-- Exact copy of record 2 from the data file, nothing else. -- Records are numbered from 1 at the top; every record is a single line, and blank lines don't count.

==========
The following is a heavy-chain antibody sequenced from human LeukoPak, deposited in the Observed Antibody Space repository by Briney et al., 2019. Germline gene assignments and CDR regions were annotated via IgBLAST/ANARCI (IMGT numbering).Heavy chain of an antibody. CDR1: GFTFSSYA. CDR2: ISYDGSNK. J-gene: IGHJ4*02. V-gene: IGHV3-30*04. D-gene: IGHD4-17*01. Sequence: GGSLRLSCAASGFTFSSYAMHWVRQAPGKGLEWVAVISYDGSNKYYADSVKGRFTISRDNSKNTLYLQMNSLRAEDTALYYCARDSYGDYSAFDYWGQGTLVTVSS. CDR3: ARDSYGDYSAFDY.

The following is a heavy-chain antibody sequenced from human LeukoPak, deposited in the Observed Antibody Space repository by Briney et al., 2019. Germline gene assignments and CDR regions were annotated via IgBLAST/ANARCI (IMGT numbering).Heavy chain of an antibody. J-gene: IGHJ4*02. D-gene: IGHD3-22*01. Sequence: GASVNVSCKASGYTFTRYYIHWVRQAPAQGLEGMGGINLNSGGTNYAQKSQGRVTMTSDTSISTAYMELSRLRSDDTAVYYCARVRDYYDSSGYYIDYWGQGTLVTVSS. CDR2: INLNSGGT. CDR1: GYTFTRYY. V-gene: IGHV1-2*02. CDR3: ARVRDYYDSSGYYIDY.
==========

The following is a heavy-chain antibody sequenced from human LeukoPak, deposited in the Observed Antibody Space repository by Briney et al., 2019. Germline gene assignments and CDR regions were annotated via IgBLAST/ANARCI (IMGT numbering).Heavy chain of an antibody. J-gene: IGHJ4*02. D-gene: IGHD3-22*01. Sequence: GASVNVSCKASGYTFTRYYIHWVRQAPAQGLEGMGGINLNSGGTNYAQKSQGRVTMTSDTSISTAYMELSRLRSDDTAVYYCARVRDYYDSSGYYIDYWGQGTLVTVSS. CDR2: INLNSGGT. CDR1: GYTFTRYY. V-gene: IGHV1-2*02. CDR3: ARVRDYYDSSGYYIDY.